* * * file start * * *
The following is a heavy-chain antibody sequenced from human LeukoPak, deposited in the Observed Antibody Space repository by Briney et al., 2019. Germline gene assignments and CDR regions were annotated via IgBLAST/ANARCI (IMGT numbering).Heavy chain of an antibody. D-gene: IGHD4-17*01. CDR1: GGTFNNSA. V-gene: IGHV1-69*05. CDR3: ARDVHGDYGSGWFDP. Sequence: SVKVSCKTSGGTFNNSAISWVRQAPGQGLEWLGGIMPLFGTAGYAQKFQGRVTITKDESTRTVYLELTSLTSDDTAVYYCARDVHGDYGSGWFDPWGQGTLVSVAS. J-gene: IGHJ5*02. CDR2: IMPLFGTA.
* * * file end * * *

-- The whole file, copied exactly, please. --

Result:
The following is a heavy-chain antibody sequenced from human LeukoPak, deposited in the Observed Antibody Space repository by Briney et al., 2019. Germline gene assignments and CDR regions were annotated via IgBLAST/ANARCI (IMGT numbering).Heavy chain of an antibody. D-gene: IGHD4-17*01. CDR1: GGTFNNSA. V-gene: IGHV1-69*05. CDR3: ARDVHGDYGSGWFDP. Sequence: SVKVSCKTSGGTFNNSAISWVRQAPGQGLEWLGGIMPLFGTAGYAQKFQGRVTITKDESTRTVYLELTSLTSDDTAVYYCARDVHGDYGSGWFDPWGQGTLVSVAS. J-gene: IGHJ5*02. CDR2: IMPLFGTA.